I’ve been using what’s in my freezer, which is awesome, instead of just refilling it atop what’s already in there. So for fruit, after our apples run out, we’ll be using up the pear slices and pear sauce my mom gave me from their trees. I “roasted” the two organic super-sale chickens in my big crock pot to debone, make broth, and use the meat this month. That turned out really tasty and I will be looking for more sale chickens next month to restock the freezer with. Then we’ve been having a variety of dried bean dishes (thanks, instant pot, for making those not seem intimidating!) like white chicken chili and beefy chili. Perfect for extra-chilly weather. I made fried rice with frozen veggies and some uncured bacon we had in our freezer (because I bought a few on sale b1g1 last month). That was a hit, for sure. We love bacon! I’d already had some ham cubed and frozen from Thanksgiving as well a turkey meat, for a variety of other dishes with those. I am finding I’m actually a better meal planner and cook when there is less in my fridge and freezer to work with, ironically.
So that’s recap of week one. I don’t think we’ll feel deprived this week either, because on my husband’s day off we’ll be using a gift card we got for our anniversary to go to a restaurant with the kids. We’ll definitely have to make sure we stay under the amount on the card enough to include tip, because we’re out of cash! So I’m guessing we’ll skip drinks and go with water, no real biggie.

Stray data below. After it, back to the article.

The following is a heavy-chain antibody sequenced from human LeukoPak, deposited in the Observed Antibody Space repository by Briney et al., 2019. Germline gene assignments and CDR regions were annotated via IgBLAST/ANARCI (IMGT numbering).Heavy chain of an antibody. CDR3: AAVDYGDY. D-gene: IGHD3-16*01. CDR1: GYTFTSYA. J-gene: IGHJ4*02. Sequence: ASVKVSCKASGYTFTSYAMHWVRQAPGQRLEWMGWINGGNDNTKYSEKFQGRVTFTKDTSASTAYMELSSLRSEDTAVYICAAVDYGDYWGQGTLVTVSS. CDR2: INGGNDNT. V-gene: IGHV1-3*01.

Have you ever had to or wanted to pinch pennies? What were some tips that worked well for you?
*P.S. This podcaster had some good insights, but I should mention that earbuds are necessary if you look her up as some words she uses are not for little ears, IMO. In our home we try to limit screen time, so when my kids watch their Octonauts or Little Einsteins show, I do a podcast or youtube with my earbuds in. Nobody’s being ignored or needing attention that way.
As I take down and prepare to recycle our 8-year old, pre-lit, 4 ft. Christmas tree that slowly dwindled down to having only 1/5th of the lights working, I start to think about how I might miss out on the after-Christmas sales, where I was hoping to snag a replacement. They’re probably all sold out by now! I worry. (Did I mention how I am an expert? At least at worrying. I’m trying to lose that credential lately.) Even if they weren’t, I spent the cash, mostly piggy bank quarters, on groceries and now we’re not using credit this month! I think, defeated.